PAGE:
;; (cl-prettyprint find-file-hook) ((lambda nil (progn (defvar --cl-wrapped-func--) (let ((--cl-wrapped-func-- (fn/memoize (function (lambda (project-file) (fn/load-project-file)))))) (funcall (symbol-value '--cl-wrapped-func--))))) recentf-track-opened-file auto-insert whitespace-turn-on-if-enabled global-command-log-mode-check-buffers projectile-find-file-hook-function #[0 "\302\301!\210\303\304!8\211\207" [buffer-file-name auto-revert-tail-pos make-local-variable 7 file-attributes] 3] global-visual-line-mode-check-buffers auto-compile-on-save-mode-check-buffers url-handlers-set-buffer-mode global-font-lock-mode-check-buffers epa-file-find-file-hook vc-refresh-state fn/load-project-file fn/load-project-local-file which-func-ff-hook org-jekyll-blogger--find-file-hook)
Do you see the
lambda standing out from the rest of the symbols? This
happens because anonymous functions are represented as a closure
object. Here lies the crossroad of being functional in Emacs: symbols
To express this notion, let me craft a different form for memoization.
As contrary as this is, it is better to write the wrapped function as
another separate function using
(defvar fn/loaded-projects (list)) (defun fn/wrapped-load-project-file () ;; There is a bug here, can you figure it out? (lexical-let* ((project-root (projectile-project-root)) (loaded-project (member project-root fn/loaded-projects))) (if loaded-project nil (fn/load-project-file) (add-to-list 'fn/loaded-projects project-root)))) (add-hook 'find-file-hook #'fn/wrapped-load-project-file)
So this version looks a little cleaner but exposes an extra internal
fn/loaded-projects and an excess wrapper for
fn/load-project-file. This is contrary in hiding state in the
Strangely, this is easier to debug and test. If you wanted to test
the wrapped function, you set
nil or a
value and repeat the test; this is harder to do with a closure. If a
bug is in
fn/wrapped-load-project-file, you simply reevaluate the
function without having to clean or replace the hook value; with a
closure, you have a bugged and patched hook coexisting.
I intentionally left a bug in
demonstrate this. Patch then eval the new version. I don't have to
think about the hook management.
(defun fn/wrapped-load-project-file () (when (projectile-project-p) ;; `projectile-project-root' needs a project first (lexical-let* ((project-root (projectile-project-root)) (loaded-project (member project-root fn/loaded-projects))) (if loaded-project nil (fn/load-project-file) (add-to-list 'fn/loaded-projects project-root))))) (setq fn/loaded-projects (list)) ;; If you want to reset its state
This correctly loads
fn/load-project-file once, what does this tell us anyway?
Symbols Over Function
Am I saying that when I want to memoize a function I need to create
an extra variable and wrapper and expose state? Not really. You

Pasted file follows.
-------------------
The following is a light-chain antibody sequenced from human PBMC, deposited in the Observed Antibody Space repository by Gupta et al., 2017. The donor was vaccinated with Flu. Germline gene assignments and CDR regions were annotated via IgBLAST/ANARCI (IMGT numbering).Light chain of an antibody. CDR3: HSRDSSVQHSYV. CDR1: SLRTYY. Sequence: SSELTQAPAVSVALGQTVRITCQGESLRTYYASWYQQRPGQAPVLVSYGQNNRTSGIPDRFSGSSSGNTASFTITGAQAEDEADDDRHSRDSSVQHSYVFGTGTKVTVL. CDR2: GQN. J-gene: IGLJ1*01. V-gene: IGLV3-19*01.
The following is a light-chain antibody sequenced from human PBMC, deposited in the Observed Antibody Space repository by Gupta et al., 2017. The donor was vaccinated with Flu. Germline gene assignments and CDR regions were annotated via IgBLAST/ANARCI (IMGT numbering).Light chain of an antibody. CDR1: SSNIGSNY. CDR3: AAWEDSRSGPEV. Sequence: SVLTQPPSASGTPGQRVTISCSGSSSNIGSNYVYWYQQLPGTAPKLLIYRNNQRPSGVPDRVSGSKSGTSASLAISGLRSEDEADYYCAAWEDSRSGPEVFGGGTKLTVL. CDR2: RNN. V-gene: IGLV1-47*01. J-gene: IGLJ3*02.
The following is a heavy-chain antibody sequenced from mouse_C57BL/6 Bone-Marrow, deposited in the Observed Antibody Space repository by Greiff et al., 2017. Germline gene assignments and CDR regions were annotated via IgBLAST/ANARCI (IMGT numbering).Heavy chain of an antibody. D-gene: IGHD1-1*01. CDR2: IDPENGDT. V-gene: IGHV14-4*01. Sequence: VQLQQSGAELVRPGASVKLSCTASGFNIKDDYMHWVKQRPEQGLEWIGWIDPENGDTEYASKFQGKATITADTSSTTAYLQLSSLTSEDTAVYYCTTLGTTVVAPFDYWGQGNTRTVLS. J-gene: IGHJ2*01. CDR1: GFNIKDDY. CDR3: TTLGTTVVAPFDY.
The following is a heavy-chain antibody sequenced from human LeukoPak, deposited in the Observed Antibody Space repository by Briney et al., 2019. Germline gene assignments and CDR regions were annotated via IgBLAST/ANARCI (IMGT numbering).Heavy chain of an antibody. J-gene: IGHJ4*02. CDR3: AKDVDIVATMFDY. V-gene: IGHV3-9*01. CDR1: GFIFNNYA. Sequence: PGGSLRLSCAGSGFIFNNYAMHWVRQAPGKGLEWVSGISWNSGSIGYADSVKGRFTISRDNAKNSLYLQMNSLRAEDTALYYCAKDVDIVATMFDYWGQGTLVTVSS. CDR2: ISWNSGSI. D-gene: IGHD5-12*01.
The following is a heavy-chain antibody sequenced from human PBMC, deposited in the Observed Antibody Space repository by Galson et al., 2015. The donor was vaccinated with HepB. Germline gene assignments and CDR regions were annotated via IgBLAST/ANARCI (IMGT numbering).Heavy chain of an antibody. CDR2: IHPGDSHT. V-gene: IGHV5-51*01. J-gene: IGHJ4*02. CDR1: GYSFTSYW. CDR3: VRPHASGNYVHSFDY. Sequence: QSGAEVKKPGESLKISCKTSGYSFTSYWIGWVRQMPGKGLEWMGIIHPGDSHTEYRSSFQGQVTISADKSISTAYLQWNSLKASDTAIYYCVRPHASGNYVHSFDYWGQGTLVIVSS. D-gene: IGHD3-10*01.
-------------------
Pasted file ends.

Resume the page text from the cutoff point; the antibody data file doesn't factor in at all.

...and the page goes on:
create a memoizing macro that used
fset to alleviate
this as with _emacs-memoize_. In being simple, revealing state and
using symbols seems to be the way to go.
I had struggled with this at first preferring closures, but it does feel cleaner and simple specially in the context of Emacs. Since everything is extensible, exposing and manipulating state, declaring and advicing private functions, hiding things in Emacs seem to counter the notion of customization.
The notion of encapsulation is not disregarded but rather not
preferred. Since (almost) everything id found via
describe-variable, being open is really the way to go. If you
find pain in writing more code for a repeating concept, if
abstracting the state and logic is worth it in simplicity and
I can't speak for Scheme or Clojure; for me, Emacs has changed my hand and mind in writing lisp.
We now shiv a final feature that asks permission or trust in
loading the project files. Let us create a secure wrapper for
(defvar fn/loaded-projects (list) "Projects that have been loaded by `fn/load-project-file'.") (defun fn/safe-load-project-file () ;; Similar to `fn/wrapped-load-project-file' but ... (when (projectile-project-p) (lexical-let ((project-root (projectile-project-root)) (project-name (projectile-project-name))) (when (not (member project-root fn/loaded-projects)) (if (not (fn/safe-project-p project-root)) ;; ... asks permission first (message "Project script for %s is not trusted." project-name) (fn/load-project-file) (add-to-list 'fn/loaded-projects project-root))))))
What we are left with is implementing the symbol
The question is indeed what scheme? A simple scheme is just to use
(defun fn/safe-project-p (project-root) (yes-or-no-p (format "Do you trust the project at %s?" project-root)))
It is as simple as that. Or be more complex and check for last modified time, expiration period, user ownership and what not. For me, I simply ask permission as well but allow for a deeper setup if needed that I am not going to show. I do want to show how to get the last modified time:
(file-attribute-modification-time ;; file-attribute-* and its company (file-attributes user-emacs-directory))
Do explore the other functions such as
getting file attributes.
If you use this snippet, you might get annoyed when Emacs opens and needs permission when running the projects you allowed previously. What I am talking about is persistence that is a tricky subject in itself. Several tricks exists for this:
- Customize Mechanics
- But what if you don't use a
- Too rich for my blood
- Write the lisp object to file
- A bit low level
A simpler builtin mechanism exist:
savehist. It primarily works for
lispy data and it does save it to a file in
savehist-file. I love
the ease of use just by adding the variable symbol to
savehist-additional-variables. To demonstrate in modifying
(defun fn/checked-projects (list)) (defun fn/safe-project-p (project-root) (lexical-let ((checked-project (or (cdr (assocproject-root fn/checked-projects)) ;; Maybe 'trusted or 'untrusted 'unchecked))) (pcase checked-project ('trusted t) ('untrusted nil) ('unchecked ;; If the project hasn't been trusted yet (lexical-let ((trusted (yes-or-no-p (format "Do you trust the project at %s?" project-root)))) (add-to-list 'fn/checked-projects (cons project-root (if trusted 'trusted 'untrusted)))))))) (with-eval-after-load 'savehist (add-to-list 'savehist-additional-variables 'fn/checked-projects))
fn/checked-projects is an association list of the
project root string and a symbol of
what we want to persist. As I mentioned, all you have to do is add it
savehist-additional-variables and our preference is persisted
without any fuss. Nothing much to say but if you want more details
about this simple persistence SaveHist.
After all that, the code is still simple to hack without needing to rely on other packages. Getting work done is more important instead of being worried by setup and security but still valid concerns.